I am only one,
But still I am one.
I cannot do everything,
But still I can do something;
And because I cannot do everything,
I will not refuse to do the something that I can do.
-Edward Everett Hale, 19th century author and clergyman
The needs of this broken world roll in like waves. Sometimes the tide is low, sometimes it is high, but the waves never stop. The shore longs for stillness, but the waves of needs…they just keep rollin’ in.
I have a friend who teases his family when they are being overly needy. “You have more needs than the children of Ethiopia!” He says this in sarcasm, but seriously there are more needs around us than we can keep up with. (Maybe not more than the children of Ethiopia, but an awful lot.)
I often feel overwhelmed by the waves of needs in the world. Childhood poverty, homelessness, and mental illness to name a few. Then there are “political” needs like protecting our environment, criminal justice reform, and healthcare for the uninsured.
What happens when we are overwhelmed by needs like a child engulfed by waves hitting the shore? Our hearts are tugged as we rightly desire to advocate for our oppressed brothers and sisters, and sometimes we even feel guilty if we are not active in all the things.
Guilt, however, is not what the Lord wants for His children. While He has given us the command to pour ourselves out for others, he also lovingly gives us the freedom (and discernment) to choose where and how we will do that.
We have a moral responsibility to attend to the needs of our brothers and sisters in our communities. The Lord has called us to be culture-changers so these needs are met, but God never asked you to tend to all the things.
The Edward Hale quote above is wisdom to those wanting to meet “more needs than the children of Ethiopia.” You are one person. And while you are an AMAZING person–chosen, set apart and gifted to tend to others’ needs–you are only one person. Overloading your service calendar will leave you frazzled–and quite frankly exhausted–which is not beneficial to those in need or yourself.
The quote is also wisdom for those who have decided there are too many needs, so they’ll just sit this command out. This is an easy lie to fall prey to, because serving takes time and resources you may think you don’t have. Embrace the areas you know God has asked you to serve, knowing He’ll give you everything you need for it!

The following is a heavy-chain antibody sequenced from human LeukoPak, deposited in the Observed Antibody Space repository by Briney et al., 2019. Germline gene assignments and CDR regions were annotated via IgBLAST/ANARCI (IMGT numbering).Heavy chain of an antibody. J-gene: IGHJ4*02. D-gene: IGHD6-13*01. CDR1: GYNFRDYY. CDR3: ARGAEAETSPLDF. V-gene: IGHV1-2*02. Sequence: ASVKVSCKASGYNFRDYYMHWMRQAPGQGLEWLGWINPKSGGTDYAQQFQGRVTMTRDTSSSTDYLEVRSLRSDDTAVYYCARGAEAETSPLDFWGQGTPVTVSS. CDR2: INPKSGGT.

We can be more faithful and effective servants–not to mention more joy-filled– when we remember that we can not do everything. Likewise, we can pour ourselves out boldly knowing we are called to do something.
Are you attempting to pour yourself out into all the things, and ready to discern where you can serve more joyfully? I have learned from wise mentors and personal experience some ways to go about choosing where and when you’ll serve:
- If you have a family, I believe this is our first responsibility for service. Often we get so busy serving outside the four walls of our home that our family gets left behind. Also, there are plenty of ways for your family to serve together. But if your family is only getting the remnants of you, you may need to rethink how much you are serving outside of the home. Whatever you do, don’t forget those nearest to you have needs, too!
- What gifts has God given you that you love to share with others? When you use those gifts can you tell it flows naturally? Chariots of fire describes it perfectly: you’ll know you are operating in your gift “when you feel God’s pleasure.”
- What personal experience has God put in your path that gives you a burning desire to serve for that cause? Are you a teacher in a poverty-stricken area? Have you experienced needless violence first hand? Your personal story makes serving there a natural fit!
- Will it promote good in a way that honors God…or you? Sometimes we get caught in the tricky trap of self-service. “I’ll do this, then maybe I’ll get that.” A true servant never thinks of their personal gain.
- Lastly, can you use your occupation itself to serve others? Many jobs, by nature of their duties, meet spiritual, emotional and physical needs. But even if you don’t feel your occupation is a “service” job, there are always ways to sneak in love for your fellow man at your 9 to 5.
Comment with ways you know when and where to serve. I’d love to know!
3 responses to “Help a Brother Out”
Macie, what a perfect blog for this time of year. Back to school=back to the “crazy, busy” routine. Thank you for this (at this time), a reminder that we don’t have to do it all, but do what we can while maintaining balance.
Macie! So good to read your writing again! Life is crazy here as usual. We just bought a place and moved in less than 30 days. Love & miss you Clare
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Thank you for this post! Truth.